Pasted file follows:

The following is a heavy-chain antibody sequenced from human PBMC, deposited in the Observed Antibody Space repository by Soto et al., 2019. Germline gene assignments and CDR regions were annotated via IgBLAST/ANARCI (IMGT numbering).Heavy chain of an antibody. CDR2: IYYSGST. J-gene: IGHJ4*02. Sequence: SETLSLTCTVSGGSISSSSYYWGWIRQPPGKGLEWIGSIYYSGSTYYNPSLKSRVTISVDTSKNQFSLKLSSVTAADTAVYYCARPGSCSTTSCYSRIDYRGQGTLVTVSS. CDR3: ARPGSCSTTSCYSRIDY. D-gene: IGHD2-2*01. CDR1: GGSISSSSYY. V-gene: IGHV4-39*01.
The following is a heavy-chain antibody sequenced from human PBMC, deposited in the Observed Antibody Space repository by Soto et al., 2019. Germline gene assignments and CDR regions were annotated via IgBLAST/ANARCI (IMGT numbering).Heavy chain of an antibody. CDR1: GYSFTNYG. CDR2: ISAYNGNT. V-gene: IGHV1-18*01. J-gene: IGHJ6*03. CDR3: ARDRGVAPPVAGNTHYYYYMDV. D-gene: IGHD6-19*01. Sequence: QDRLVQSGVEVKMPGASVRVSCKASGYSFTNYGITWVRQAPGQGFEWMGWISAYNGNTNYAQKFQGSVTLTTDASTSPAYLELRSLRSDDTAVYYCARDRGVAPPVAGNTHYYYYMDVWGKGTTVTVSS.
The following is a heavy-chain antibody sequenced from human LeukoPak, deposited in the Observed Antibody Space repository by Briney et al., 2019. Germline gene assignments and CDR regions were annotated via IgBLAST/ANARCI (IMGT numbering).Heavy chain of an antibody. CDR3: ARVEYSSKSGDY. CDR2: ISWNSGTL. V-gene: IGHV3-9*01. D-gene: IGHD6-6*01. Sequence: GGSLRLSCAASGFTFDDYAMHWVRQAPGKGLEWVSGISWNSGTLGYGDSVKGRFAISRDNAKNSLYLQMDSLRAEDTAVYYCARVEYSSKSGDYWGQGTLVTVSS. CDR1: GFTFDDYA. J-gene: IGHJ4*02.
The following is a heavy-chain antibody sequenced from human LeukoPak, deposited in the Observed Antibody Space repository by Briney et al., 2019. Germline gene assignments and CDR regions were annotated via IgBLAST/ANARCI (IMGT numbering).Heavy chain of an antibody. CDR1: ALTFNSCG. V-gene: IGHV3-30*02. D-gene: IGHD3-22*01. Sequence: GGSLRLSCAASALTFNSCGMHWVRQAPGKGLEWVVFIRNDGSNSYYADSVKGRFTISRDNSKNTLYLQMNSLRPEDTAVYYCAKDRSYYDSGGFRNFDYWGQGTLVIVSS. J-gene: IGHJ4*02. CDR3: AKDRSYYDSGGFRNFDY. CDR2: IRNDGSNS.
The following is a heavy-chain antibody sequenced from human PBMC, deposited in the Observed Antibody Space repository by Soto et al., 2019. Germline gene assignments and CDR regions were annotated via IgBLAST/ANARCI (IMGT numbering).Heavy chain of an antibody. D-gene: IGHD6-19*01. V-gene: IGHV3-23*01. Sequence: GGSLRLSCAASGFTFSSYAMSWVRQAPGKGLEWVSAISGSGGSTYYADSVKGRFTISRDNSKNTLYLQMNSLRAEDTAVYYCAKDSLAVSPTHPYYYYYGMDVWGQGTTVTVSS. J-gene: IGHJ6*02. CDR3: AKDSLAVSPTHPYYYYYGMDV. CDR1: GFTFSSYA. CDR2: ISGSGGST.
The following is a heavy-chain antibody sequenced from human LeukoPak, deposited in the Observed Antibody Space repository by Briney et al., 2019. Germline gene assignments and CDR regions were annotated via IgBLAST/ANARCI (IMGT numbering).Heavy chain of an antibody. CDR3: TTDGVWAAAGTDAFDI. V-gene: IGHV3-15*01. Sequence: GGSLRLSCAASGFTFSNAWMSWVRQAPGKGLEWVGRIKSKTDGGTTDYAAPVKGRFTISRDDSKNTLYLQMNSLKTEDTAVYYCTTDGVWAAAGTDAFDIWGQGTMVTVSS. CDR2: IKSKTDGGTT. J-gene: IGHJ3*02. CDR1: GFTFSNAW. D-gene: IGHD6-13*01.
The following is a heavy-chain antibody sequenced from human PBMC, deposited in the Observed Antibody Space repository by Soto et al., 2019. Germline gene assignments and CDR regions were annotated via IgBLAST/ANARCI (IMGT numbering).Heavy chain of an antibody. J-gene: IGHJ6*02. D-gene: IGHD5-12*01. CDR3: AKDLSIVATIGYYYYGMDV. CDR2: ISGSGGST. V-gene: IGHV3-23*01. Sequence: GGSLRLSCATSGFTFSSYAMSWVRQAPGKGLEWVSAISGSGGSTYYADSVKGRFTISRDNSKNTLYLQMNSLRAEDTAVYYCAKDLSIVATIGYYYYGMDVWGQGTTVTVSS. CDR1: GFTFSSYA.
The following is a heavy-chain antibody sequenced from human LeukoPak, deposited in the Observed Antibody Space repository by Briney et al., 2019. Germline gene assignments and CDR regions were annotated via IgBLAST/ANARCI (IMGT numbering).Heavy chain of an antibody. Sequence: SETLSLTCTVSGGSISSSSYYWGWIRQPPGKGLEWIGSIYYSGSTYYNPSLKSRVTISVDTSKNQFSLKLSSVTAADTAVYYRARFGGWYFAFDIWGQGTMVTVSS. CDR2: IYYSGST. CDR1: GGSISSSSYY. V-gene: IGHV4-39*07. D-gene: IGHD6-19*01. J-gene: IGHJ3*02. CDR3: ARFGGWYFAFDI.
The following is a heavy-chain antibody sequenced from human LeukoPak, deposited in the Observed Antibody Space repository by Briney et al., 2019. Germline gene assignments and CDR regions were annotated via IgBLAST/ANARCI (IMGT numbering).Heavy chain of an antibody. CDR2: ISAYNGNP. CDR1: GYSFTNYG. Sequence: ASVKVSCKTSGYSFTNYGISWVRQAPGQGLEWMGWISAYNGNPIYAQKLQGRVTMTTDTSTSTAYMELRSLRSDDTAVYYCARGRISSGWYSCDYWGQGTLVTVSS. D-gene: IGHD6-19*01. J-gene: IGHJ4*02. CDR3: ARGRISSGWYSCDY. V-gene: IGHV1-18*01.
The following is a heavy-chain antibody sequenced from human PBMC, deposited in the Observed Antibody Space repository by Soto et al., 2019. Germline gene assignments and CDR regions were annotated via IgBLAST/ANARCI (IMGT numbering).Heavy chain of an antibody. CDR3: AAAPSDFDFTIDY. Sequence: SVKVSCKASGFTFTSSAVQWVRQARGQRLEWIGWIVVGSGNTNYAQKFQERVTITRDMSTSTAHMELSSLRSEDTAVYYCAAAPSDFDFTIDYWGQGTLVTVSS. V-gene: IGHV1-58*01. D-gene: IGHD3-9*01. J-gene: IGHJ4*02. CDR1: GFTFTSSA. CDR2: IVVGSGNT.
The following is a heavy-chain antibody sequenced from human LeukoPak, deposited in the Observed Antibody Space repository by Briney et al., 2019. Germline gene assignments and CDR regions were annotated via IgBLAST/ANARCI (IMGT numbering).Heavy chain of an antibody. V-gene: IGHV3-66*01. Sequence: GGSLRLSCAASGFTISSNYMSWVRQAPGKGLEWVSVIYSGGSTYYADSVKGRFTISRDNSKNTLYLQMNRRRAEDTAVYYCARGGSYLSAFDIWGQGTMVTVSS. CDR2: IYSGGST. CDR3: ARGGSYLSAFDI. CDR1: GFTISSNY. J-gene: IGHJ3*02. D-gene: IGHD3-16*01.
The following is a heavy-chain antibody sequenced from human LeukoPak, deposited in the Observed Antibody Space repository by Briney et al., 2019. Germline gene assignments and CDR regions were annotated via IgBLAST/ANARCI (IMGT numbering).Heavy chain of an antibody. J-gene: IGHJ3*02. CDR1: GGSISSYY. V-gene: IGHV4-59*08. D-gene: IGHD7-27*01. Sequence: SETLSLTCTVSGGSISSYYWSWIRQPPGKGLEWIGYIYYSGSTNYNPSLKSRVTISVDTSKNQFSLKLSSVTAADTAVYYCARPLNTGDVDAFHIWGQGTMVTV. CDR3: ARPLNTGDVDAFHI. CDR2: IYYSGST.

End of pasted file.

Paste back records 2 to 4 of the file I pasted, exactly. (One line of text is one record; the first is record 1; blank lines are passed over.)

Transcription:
The following is a heavy-chain antibody sequenced from human PBMC, deposited in the Observed Antibody Space repository by Soto et al., 2019. Germline gene assignments and CDR regions were annotated via IgBLAST/ANARCI (IMGT numbering).Heavy chain of an antibody. CDR1: GYSFTNYG. CDR2: ISAYNGNT. V-gene: IGHV1-18*01. J-gene: IGHJ6*03. CDR3: ARDRGVAPPVAGNTHYYYYMDV. D-gene: IGHD6-19*01. Sequence: QDRLVQSGVEVKMPGASVRVSCKASGYSFTNYGITWVRQAPGQGFEWMGWISAYNGNTNYAQKFQGSVTLTTDASTSPAYLELRSLRSDDTAVYYCARDRGVAPPVAGNTHYYYYMDVWGKGTTVTVSS.
The following is a heavy-chain antibody sequenced from human LeukoPak, deposited in the Observed Antibody Space repository by Briney et al., 2019. Germline gene assignments and CDR regions were annotated via IgBLAST/ANARCI (IMGT numbering).Heavy chain of an antibody. CDR3: ARVEYSSKSGDY. CDR2: ISWNSGTL. V-gene: IGHV3-9*01. D-gene: IGHD6-6*01. Sequence: GGSLRLSCAASGFTFDDYAMHWVRQAPGKGLEWVSGISWNSGTLGYGDSVKGRFAISRDNAKNSLYLQMDSLRAEDTAVYYCARVEYSSKSGDYWGQGTLVTVSS. CDR1: GFTFDDYA. J-gene: IGHJ4*02.
The following is a heavy-chain antibody sequenced from human LeukoPak, deposited in the Observed Antibody Space repository by Briney et al., 2019. Germline gene assignments and CDR regions were annotated via IgBLAST/ANARCI (IMGT numbering).Heavy chain of an antibody. CDR1: ALTFNSCG. V-gene: IGHV3-30*02. D-gene: IGHD3-22*01. Sequence: GGSLRLSCAASALTFNSCGMHWVRQAPGKGLEWVVFIRNDGSNSYYADSVKGRFTISRDNSKNTLYLQMNSLRPEDTAVYYCAKDRSYYDSGGFRNFDYWGQGTLVIVSS. J-gene: IGHJ4*02. CDR3: AKDRSYYDSGGFRNFDY. CDR2: IRNDGSNS.